On Wikipedia the Differential Operator is described as an operator defined as a function of the differentiation operator.

The link that underlies the words "differentiation operator" in fact gives many different concepts related to differentiation, but no exact definition of the "differentiation operator".

I understand the differential operator acts on functions (over some domain), is linear and satisfies the product rule (is that right?)

So what then is the differentiation operator ?

It cannot be the same, because the Differential Operator is supposed to be a function of it .. just as polynomial in $x$ is not the same as $x$.

  • $\begingroup$ Can you show us the link on Wikipedia you are talking about? The differentiation operator is just the linear operator from the function space of differential functions to the space of continuous functions $\endgroup$ – tomcuchta Jan 22 '12 at 21:18
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    $\begingroup$ @tomcuchta: I think you mean the function space of differentiable functions. $\endgroup$ – joriki Jan 22 '12 at 21:37
  • $\begingroup$ @tomcuchta: I have added the link above, the differentiation operator is mentioned right in the introductory paragraph of that link. $\endgroup$ – harlekin Jan 22 '12 at 21:39
  • $\begingroup$ @joriki Yep! Typo... $\endgroup$ – tomcuchta Jan 23 '12 at 2:57

There's no such thing as the differential operator, but there is a class of things that are, collectively, called differential operators.

Imagine that we're working in a function space such as $\mathcal C^\infty(\mathbb R)$. Then $\mathcal C^\infty$ is a vector space (by pointwise addition and multiplication by constants), and a linear map from $\mathcal C^\infty$ to itself is called an operator. The space of operators is itself a vector space, and we can make it into a non-commutative ring by declaring "multiplication" of operators to be functional composition (since the composition of two linear maps is itself a linear map).

We can decide on a subring of "simple" operators, such as all operators that multiply by a constant, or all operators that work by pointwise multiplication by a fixed function. Which operators are "simple" depends on the application. (Beware that this sense of "simple" is not standard; I'm defining it for the occasion here).

Now, if our function space is sufficiently well behaved, the differentiation operator $\partial$ (which takes a function to its derivative) is a linear map from the function space to itself, and therefore an operator. A differential operator is then an element of the least subring that contains the simple operators and the differentiation operator. Such an operator is always the value of some polynomial expression with $\partial$ as the variable and simple operators as coefficients, and it is in this sense that your reference considers a differential operator to be a "function of" $\partial$.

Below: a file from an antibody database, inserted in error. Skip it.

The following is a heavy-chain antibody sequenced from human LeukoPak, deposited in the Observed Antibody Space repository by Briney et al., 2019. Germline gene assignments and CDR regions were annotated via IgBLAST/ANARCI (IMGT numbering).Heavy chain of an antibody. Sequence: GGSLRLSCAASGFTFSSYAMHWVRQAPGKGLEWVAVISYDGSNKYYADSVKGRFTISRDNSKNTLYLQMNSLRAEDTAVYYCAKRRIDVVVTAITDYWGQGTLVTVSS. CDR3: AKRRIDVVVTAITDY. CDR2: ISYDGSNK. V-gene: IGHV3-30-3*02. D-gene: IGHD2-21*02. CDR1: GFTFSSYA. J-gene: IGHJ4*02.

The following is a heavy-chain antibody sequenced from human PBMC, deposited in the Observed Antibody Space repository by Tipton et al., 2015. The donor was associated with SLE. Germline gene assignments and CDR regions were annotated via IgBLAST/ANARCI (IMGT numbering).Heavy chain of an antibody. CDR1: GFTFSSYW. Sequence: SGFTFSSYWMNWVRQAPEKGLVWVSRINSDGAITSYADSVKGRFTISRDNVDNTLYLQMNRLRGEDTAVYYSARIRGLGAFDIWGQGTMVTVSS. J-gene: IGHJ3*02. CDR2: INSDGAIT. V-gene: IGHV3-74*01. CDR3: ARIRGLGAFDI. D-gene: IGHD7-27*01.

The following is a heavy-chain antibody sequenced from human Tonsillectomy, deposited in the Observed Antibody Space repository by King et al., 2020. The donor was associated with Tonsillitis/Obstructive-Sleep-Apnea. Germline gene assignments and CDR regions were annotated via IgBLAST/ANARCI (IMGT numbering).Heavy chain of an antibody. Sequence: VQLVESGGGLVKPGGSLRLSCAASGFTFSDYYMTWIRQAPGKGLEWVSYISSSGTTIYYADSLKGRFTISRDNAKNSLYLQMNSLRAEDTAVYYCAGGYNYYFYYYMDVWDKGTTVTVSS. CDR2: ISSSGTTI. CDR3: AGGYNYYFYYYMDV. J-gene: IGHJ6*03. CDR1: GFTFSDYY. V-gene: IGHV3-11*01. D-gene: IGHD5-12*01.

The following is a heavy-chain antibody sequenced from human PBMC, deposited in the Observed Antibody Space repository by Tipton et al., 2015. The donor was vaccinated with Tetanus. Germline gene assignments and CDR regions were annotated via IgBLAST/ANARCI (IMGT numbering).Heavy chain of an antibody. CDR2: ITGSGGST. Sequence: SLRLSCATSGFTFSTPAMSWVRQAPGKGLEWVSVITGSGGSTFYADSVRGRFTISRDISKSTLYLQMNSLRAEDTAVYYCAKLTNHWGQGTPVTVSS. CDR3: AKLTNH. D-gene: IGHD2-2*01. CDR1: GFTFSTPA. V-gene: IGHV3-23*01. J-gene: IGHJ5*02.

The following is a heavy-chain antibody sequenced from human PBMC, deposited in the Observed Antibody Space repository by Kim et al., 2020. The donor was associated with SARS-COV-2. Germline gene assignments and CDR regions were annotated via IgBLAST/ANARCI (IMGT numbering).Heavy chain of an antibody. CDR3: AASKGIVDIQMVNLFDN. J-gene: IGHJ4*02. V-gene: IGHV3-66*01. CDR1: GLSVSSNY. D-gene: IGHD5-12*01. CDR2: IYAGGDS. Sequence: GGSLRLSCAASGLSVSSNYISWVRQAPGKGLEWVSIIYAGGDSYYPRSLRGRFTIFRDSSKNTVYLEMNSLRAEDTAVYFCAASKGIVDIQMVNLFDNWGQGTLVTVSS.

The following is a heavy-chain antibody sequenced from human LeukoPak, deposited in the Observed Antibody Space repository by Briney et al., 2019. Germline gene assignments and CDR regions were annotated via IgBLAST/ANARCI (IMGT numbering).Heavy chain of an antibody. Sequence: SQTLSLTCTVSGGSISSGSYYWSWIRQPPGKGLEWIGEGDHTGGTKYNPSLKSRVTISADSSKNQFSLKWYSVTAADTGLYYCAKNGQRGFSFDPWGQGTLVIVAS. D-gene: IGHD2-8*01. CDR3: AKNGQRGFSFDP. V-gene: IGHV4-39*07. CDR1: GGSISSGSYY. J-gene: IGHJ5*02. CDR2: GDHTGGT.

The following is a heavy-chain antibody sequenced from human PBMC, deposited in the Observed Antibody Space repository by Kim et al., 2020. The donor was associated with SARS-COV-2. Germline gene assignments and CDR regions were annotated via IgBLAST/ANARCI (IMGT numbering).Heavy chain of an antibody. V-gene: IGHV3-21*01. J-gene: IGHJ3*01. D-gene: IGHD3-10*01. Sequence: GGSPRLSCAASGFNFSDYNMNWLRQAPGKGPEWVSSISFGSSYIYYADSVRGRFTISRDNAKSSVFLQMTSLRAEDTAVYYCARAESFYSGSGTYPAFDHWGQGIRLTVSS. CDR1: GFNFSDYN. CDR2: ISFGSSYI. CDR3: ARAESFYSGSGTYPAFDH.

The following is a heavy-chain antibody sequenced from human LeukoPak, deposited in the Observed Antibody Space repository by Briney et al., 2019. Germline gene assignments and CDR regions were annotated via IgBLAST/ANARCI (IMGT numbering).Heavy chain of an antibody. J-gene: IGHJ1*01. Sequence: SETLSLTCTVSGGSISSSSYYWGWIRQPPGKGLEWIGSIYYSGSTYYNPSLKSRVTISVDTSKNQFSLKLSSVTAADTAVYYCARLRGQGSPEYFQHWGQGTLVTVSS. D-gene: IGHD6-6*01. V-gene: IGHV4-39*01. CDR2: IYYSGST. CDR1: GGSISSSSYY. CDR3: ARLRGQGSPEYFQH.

In particular, the differentiation operator is itself a differential operator.

Often one would not consider the simple operators themselves to be "differential operator"; but in other cases one might want to consider them trivial cases of differential operators. That, again, depends on the application, and on authorial preference.

In more complex functions spaces, such as $\mathcal C^\infty(\mathbb R^n,\mathbb R)$ one might want to consider several basic differentiation operators, such as $\frac{\partial}{\partial x}$ and $\frac{\partial}{\partial y}$, and a differential operator is then something that can be written as an expresion involving those. Things get yet more involved on smooth manifolds, but the basic principles stay the same.


I think part of your misunderstanding is that there is not "the" differential operator – the article describes a differential operator as an operator defined as a function of the differentiation operator. (In case your native language doesn't have articles: a definite article implies that there is exactly one entity suitable as a referent of the subsequent noun phrase, whereas an indefinite article implies that there may be any number of such suitable referents.)

In fact, what the introduction somewhat imprecisely calls "the" differentiation operator can also be one of various things, as evidenced by the first section that shows various shades of differentiation operators, total and partial and with respect to certain variables. However, the idea is that in each case the operator performs a single differentiation operation and nothing else.

By contrast, a differential operator can act by differentiating several times or even as a linear combination such as $\mathrm d^2/\mathrm dx^2+2\mathrm d/\mathrm dx$. I see that Henning has already written an answer that has more on the ring of differential operators, so I'll leave it at that.


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